July Club Meeting

Climbing and Maintaining Antenna Towers

LARC Clubhouse (4420 NW 41st St, Lincoln)

Presentation by Eric Schoenleber, KØMTV

Summer is full of excitement and activities, and it tends to be the ideal time weather-wise for antenna work. When that work involves altitudes beyond what a ladder can practically reach, as in the case of a tower-based installation, it’s often necessary to climb to install, maintain, or decommission one or more antennas or the mounting equipment or associated cabling. For July’s club meeting, I’ll be giving a high-level view of what that entails, safety things to keep in mind, and tips and tricks.

I’m by no means the most experienced climber or tower technician who’ll even probably be in the room, but I did a tower for Future Technologies, which is now Nextlink, which provides internet access to the club building and 16,000 square miles of Nebraska. I’ve been in an IT-related field since 1996 and have installed, maintained, or decommissioned quite literally thousands of outdoor communication devices in that time.

It should be noted that this is not meant to ensure anyone is ready to climb and perform these tasks, nor is it meant to dissuade you from taking them on. It’s just a presentation of some ins and outs of what I’ve encountered and some generally good things to know.

June Club Meeting

10 Meters – Cycle 25 Brings the Band Back to Life

In-person only: LARC Clubhouse (4420 NW 41st St, Lincoln)

For those who earned their ham licenses less than eve or ten years ago, the 10 Meter band (28 MHz) probably seems like a deserted wasteland. But, at least during sunspot maximums, 10 Meters is truly a magic band capable of providing exciting worldwide communications for even the most modest stations, and we are currently approaching the maximum for Sunspot Cycle 25. That’s great news! More good news, Technician Class hams have nearly full privileges on 10 Meters, including voice, CW, and digital modes! This month’s program will highlight what you need to know to fully enjoy “working the world” on 10 Meters, including some historical perspectives, propagation types, equipment, and operating tips. Don’t let the magic of HF radio pass you by! If you miss Cycle 25, you’ll have to wait another 11 years for Cycle 26 (at least for 10 Meters!)

May Club Meeting

Wireless Internet Service

Location: LARC Clubhouse (4420 NW 41st St, Lincoln)

TJ Lattimer and Aaron Clark from Nextlink Internet will present the basics of a Wireless Internet Service Provider (WISP) and how it works. Their presentation will cover the technology, equipment, and frequencies used in fixed wireless internet and explain current government initiatives to bring high-speed internet to the “last mile” of rural America. TJ and Aaron will bring some of the equipment used in the industry for display. The presentation will be approximately 30 minutes, with time at the end for questions and a demonstration of a new coverage area deployment.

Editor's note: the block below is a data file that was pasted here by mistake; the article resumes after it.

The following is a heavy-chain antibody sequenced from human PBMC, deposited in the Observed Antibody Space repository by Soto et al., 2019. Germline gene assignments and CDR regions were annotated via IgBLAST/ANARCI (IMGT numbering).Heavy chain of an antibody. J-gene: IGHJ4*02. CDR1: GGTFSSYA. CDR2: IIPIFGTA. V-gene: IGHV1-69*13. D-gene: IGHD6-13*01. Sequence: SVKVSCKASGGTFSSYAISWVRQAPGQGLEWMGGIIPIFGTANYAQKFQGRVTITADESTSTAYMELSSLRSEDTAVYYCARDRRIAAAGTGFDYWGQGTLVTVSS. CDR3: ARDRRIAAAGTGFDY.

TJ and Aaron are excited to share knowledge of the WISP industry and look forward to meeting everyone involved with LARC. “Your organization is truly the ‘first responders,’ keeping every community informed and protected. We appreciate everything you do.”

April Club Meeting

Storm Spotting Techniques in Non-Ideal Environments

Location: LARC Clubhouse (4420 NW 41st St, Lincoln)

Jeremy Bower will examine in-depth storm structure, storm mode, safety, viewing and spotting tips, and reporting techniques through imagery, videos, and time lapses. Several case studies will be introduced to allow the attendees to learn key secrets about storm evolution that will be valuable in preparing for the 2023 severe season and

March Club Meeting

PROGRAM: AM and FM Broadcast Transmitters

Location: LARC Clubhouse (4420 NW 41st St, Lincoln)

Presentation by Ed Holloway, KØRPT

We’ve all seen them – those tall red-and-white towers with lights that flash 30 times a minute. However, have you ever seen what’s at the bottom of those towers? Not many have.

The March club meeting will cover AM and FM broadcast transmitters, including coax, control, and several other things you might find interesting without getting too technical.

As a broadcast engineer, I look forward to sharing some cool pictures and stories about maintaining a few of these towers in the Lincoln area.